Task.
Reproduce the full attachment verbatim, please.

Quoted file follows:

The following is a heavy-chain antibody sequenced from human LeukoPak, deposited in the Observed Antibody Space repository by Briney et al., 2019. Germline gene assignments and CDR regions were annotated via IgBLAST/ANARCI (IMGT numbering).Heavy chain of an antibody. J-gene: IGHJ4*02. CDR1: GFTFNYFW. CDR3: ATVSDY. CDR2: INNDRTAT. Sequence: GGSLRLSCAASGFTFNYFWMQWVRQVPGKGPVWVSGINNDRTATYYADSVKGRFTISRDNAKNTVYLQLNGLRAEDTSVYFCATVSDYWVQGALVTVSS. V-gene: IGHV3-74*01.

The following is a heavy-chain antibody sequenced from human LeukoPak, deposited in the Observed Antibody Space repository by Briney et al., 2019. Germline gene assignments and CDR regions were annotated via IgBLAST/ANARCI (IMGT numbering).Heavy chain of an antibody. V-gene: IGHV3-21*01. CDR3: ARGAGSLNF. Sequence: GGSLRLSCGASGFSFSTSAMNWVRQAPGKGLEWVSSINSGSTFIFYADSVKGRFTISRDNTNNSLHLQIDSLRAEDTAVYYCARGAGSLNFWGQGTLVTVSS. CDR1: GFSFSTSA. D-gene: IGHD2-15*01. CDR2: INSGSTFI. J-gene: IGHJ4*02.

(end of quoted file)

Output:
The following is a heavy-chain antibody sequenced from human LeukoPak, deposited in the Observed Antibody Space repository by Briney et al., 2019. Germline gene assignments and CDR regions were annotated via IgBLAST/ANARCI (IMGT numbering).Heavy chain of an antibody. J-gene: IGHJ4*02. CDR1: GFTFNYFW. CDR3: ATVSDY. CDR2: INNDRTAT. Sequence: GGSLRLSCAASGFTFNYFWMQWVRQVPGKGPVWVSGINNDRTATYYADSVKGRFTISRDNAKNTVYLQLNGLRAEDTSVYFCATVSDYWVQGALVTVSS. V-gene: IGHV3-74*01.

The following is a heavy-chain antibody sequenced from human LeukoPak, deposited in the Observed Antibody Space repository by Briney et al., 2019. Germline gene assignments and CDR regions were annotated via IgBLAST/ANARCI (IMGT numbering).Heavy chain of an antibody. V-gene: IGHV3-21*01. CDR3: ARGAGSLNF. Sequence: GGSLRLSCGASGFSFSTSAMNWVRQAPGKGLEWVSSINSGSTFIFYADSVKGRFTISRDNTNNSLHLQIDSLRAEDTAVYYCARGAGSLNFWGQGTLVTVSS. CDR1: GFSFSTSA. D-gene: IGHD2-15*01. CDR2: INSGSTFI. J-gene: IGHJ4*02.